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Victory in Olmstead

by Homer Page

On June 22, 1999, the Supreme Court handed down its landmark decision in the Olmstead case. Olmstead originated in Georgia and involved two women with disabilities who desired to live in an integrated setting. For the first time the court affirmed the right of persons with disabilities to live in the most appropriate integrated setting. "Itís what we have been fighting for 30 years," said Stephen Gold, an attorney with the Public Interest Law Firm of Philadelphia. "It is a very good decision," Gold said. "If you put this in context, you see that for 150 years persons with disabilities have been dumped into institutions, and now for the first time the decision has been made at the highest level that this just isnít appropriate. Itís a turning point in the way we think about persons with disabilities."

Gold said that he couldnít give the decision an excellent rating because of two provisions that are likely to lead to additional litigation. Budgetary considerations may be taken into account by a state, when considering the provision of services, and a state is not required to alter its fundamental programs. In many instances a case-by- case struggle will still need to be waged to free persons from institutionalization. Yet the principle is clear. Each person has the right to live in the most integrated appropriate setting.

Budgetary considerations are most likely to affect the balance of funding between institutions and community-based services. Gold cited the Pennsylvania arrangement, where 96 percent of the funding goes to institutions and only 4 percent to HCBS. "This is clearly inappropriate," he said. "But it may take litigation to change it." Gold warns that each case will now have to be presented very carefully, since if states want to resist deinstitutionalization, they have only procedural grounds to fall back on. It will be necessary to prove what the most integrated appropriate setting may be.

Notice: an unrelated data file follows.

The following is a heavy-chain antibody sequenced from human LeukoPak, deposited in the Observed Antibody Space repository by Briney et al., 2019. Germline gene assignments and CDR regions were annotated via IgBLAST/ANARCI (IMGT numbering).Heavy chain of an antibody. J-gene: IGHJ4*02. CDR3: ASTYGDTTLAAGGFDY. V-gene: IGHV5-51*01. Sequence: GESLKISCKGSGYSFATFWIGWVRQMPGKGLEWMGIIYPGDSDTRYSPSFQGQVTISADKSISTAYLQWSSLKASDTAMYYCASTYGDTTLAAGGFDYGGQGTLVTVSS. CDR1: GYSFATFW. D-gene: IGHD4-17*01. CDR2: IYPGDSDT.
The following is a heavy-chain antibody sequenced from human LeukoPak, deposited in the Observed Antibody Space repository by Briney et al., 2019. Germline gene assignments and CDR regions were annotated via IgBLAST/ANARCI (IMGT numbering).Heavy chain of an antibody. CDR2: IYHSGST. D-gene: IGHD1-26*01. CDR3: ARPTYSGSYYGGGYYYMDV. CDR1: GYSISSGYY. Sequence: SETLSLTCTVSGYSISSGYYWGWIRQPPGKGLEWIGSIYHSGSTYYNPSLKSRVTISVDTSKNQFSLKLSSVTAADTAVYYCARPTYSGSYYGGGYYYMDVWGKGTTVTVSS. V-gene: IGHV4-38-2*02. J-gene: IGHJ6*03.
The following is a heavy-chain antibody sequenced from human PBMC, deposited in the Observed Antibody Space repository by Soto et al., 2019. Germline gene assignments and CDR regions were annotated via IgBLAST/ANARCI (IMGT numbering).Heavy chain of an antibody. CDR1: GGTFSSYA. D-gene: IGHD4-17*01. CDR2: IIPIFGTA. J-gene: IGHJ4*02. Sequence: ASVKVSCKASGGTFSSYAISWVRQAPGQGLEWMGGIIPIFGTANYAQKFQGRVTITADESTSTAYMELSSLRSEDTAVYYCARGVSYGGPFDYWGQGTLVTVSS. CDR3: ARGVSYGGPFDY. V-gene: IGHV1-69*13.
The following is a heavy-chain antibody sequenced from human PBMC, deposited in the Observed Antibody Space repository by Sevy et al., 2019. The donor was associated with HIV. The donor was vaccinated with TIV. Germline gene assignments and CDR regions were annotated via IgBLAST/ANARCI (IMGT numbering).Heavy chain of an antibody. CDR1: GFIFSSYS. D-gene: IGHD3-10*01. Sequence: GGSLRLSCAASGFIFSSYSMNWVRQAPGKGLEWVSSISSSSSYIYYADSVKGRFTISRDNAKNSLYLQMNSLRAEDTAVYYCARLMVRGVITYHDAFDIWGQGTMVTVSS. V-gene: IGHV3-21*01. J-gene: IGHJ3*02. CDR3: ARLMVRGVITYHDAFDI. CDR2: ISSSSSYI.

The second limitation to the Olmstead decision involves the concept of a fundamental alteration in a stateís program. A state is not required to fundamentally alter its services to meet the needs of an individual. Mr. Gold explained, "Each state offers attendant services, so it isnít an alteration for someone to want attending care in a community setting. However, not every state offers housing; thus it would be a fundamental alteration to require housing services from those states that do not currently offer a housing program." This concept may also require further clarification in the courts.

In the months before the Supreme Court decision was handed down, ADAPT organized a grassroots effort to persuade the states to withdraw their support from Georgia in the Olmstead case. Initially, 22 states offered support, but by the time that the case was argued before the court, all but seven had withdrawn. Gold said that this was a very important development that did not go unnoticed by the court. Footnote #8 of the decision makes reference to the abandonment of Georgia by most of the other states. "All the work made a difference," he said.

Joe Ehman, a leader of the ADAPT effort to persuade Colorado to withdraw from the Olmstead case, called the decision "a guarded victory." Ehman agreed with Gold that for the first time the principle that persons with disabilities should be served in the most integrated setting is the law of the land. He believes the most important consequence of the Olmstead decision in Colorado may be to speed up services to persons on waiting lists who wish to move from an institution to an appropriate integrated community setting. Marcia Tewell, Director of the Denver ARC, estimates that there are 2,500 persons with either cognitive or mental health disabilities in Colorado who are on waiting lists for community-based services. She believes that the Olmstead decision may help expedite services to these persons. Ms. Tewell said that "some of those on waiting lists currently live in state institutions, and some live in nursing homes, but most live with friends, or family members or on the street. Because of the limits set up in the Olmstead ruling, it may take additional litigation to free funds for providing services in integrated settings."